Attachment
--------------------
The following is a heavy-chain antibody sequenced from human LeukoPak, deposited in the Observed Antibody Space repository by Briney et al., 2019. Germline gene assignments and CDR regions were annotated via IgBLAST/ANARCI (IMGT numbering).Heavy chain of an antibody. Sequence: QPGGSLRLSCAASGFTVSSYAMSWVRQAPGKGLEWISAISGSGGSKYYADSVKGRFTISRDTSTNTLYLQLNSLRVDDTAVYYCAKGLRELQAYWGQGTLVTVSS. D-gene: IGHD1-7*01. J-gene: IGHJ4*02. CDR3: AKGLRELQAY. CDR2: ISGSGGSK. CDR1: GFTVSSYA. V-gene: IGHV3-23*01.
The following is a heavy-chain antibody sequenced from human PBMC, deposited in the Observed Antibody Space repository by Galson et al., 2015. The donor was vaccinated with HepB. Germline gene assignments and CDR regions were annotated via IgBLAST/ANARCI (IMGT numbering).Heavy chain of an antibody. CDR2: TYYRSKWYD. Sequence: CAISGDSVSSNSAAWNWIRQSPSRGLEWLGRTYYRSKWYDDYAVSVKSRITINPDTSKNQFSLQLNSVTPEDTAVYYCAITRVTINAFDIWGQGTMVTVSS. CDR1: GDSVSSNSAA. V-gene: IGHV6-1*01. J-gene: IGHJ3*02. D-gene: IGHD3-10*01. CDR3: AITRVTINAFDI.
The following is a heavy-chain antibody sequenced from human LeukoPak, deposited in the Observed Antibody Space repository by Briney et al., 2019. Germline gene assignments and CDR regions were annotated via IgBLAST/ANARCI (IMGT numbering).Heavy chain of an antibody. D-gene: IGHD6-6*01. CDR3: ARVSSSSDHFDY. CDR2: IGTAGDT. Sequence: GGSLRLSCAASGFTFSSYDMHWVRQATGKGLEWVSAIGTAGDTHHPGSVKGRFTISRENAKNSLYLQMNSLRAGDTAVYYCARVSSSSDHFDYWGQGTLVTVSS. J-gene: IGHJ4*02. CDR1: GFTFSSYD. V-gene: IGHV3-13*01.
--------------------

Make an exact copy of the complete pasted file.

The following is a heavy-chain antibody sequenced from human LeukoPak, deposited in the Observed Antibody Space repository by Briney et al., 2019. Germline gene assignments and CDR regions were annotated via IgBLAST/ANARCI (IMGT numbering).Heavy chain of an antibody. Sequence: QPGGSLRLSCAASGFTVSSYAMSWVRQAPGKGLEWISAISGSGGSKYYADSVKGRFTISRDTSTNTLYLQLNSLRVDDTAVYYCAKGLRELQAYWGQGTLVTVSS. D-gene: IGHD1-7*01. J-gene: IGHJ4*02. CDR3: AKGLRELQAY. CDR2: ISGSGGSK. CDR1: GFTVSSYA. V-gene: IGHV3-23*01.
The following is a heavy-chain antibody sequenced from human PBMC, deposited in the Observed Antibody Space repository by Galson et al., 2015. The donor was vaccinated with HepB. Germline gene assignments and CDR regions were annotated via IgBLAST/ANARCI (IMGT numbering).Heavy chain of an antibody. CDR2: TYYRSKWYD. Sequence: CAISGDSVSSNSAAWNWIRQSPSRGLEWLGRTYYRSKWYDDYAVSVKSRITINPDTSKNQFSLQLNSVTPEDTAVYYCAITRVTINAFDIWGQGTMVTVSS. CDR1: GDSVSSNSAA. V-gene: IGHV6-1*01. J-gene: IGHJ3*02. D-gene: IGHD3-10*01. CDR3: AITRVTINAFDI.
The following is a heavy-chain antibody sequenced from human LeukoPak, deposited in the Observed Antibody Space repository by Briney et al., 2019. Germline gene assignments and CDR regions were annotated via IgBLAST/ANARCI (IMGT numbering).Heavy chain of an antibody. D-gene: IGHD6-6*01. CDR3: ARVSSSSDHFDY. CDR2: IGTAGDT. Sequence: GGSLRLSCAASGFTFSSYDMHWVRQATGKGLEWVSAIGTAGDTHHPGSVKGRFTISRENAKNSLYLQMNSLRAGDTAVYYCARVSSSSDHFDYWGQGTLVTVSS. J-gene: IGHJ4*02. CDR1: GFTFSSYD. V-gene: IGHV3-13*01.